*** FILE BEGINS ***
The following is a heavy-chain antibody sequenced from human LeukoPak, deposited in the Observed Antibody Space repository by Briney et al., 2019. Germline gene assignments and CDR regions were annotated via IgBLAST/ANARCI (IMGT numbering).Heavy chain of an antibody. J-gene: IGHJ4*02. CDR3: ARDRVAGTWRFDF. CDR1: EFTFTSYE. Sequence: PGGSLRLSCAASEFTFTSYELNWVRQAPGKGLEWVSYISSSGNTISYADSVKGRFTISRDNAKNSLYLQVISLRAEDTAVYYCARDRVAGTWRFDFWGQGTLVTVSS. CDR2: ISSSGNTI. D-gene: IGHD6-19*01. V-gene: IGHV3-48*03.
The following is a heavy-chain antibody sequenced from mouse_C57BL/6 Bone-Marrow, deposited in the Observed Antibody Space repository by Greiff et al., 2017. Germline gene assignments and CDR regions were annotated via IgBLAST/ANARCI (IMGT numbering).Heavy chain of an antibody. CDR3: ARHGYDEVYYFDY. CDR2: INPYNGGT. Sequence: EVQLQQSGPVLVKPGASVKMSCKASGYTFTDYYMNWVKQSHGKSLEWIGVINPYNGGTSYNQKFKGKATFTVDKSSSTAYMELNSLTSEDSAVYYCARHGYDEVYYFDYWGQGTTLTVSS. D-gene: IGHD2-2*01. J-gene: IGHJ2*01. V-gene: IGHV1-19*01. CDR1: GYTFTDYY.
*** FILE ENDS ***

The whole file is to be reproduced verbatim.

The following is a heavy-chain antibody sequenced from human LeukoPak, deposited in the Observed Antibody Space repository by Briney et al., 2019. Germline gene assignments and CDR regions were annotated via IgBLAST/ANARCI (IMGT numbering).Heavy chain of an antibody. J-gene: IGHJ4*02. CDR3: ARDRVAGTWRFDF. CDR1: EFTFTSYE. Sequence: PGGSLRLSCAASEFTFTSYELNWVRQAPGKGLEWVSYISSSGNTISYADSVKGRFTISRDNAKNSLYLQVISLRAEDTAVYYCARDRVAGTWRFDFWGQGTLVTVSS. CDR2: ISSSGNTI. D-gene: IGHD6-19*01. V-gene: IGHV3-48*03.
The following is a heavy-chain antibody sequenced from mouse_C57BL/6 Bone-Marrow, deposited in the Observed Antibody Space repository by Greiff et al., 2017. Germline gene assignments and CDR regions were annotated via IgBLAST/ANARCI (IMGT numbering).Heavy chain of an antibody. CDR3: ARHGYDEVYYFDY. CDR2: INPYNGGT. Sequence: EVQLQQSGPVLVKPGASVKMSCKASGYTFTDYYMNWVKQSHGKSLEWIGVINPYNGGTSYNQKFKGKATFTVDKSSSTAYMELNSLTSEDSAVYYCARHGYDEVYYFDYWGQGTTLTVSS. D-gene: IGHD2-2*01. J-gene: IGHJ2*01. V-gene: IGHV1-19*01. CDR1: GYTFTDYY.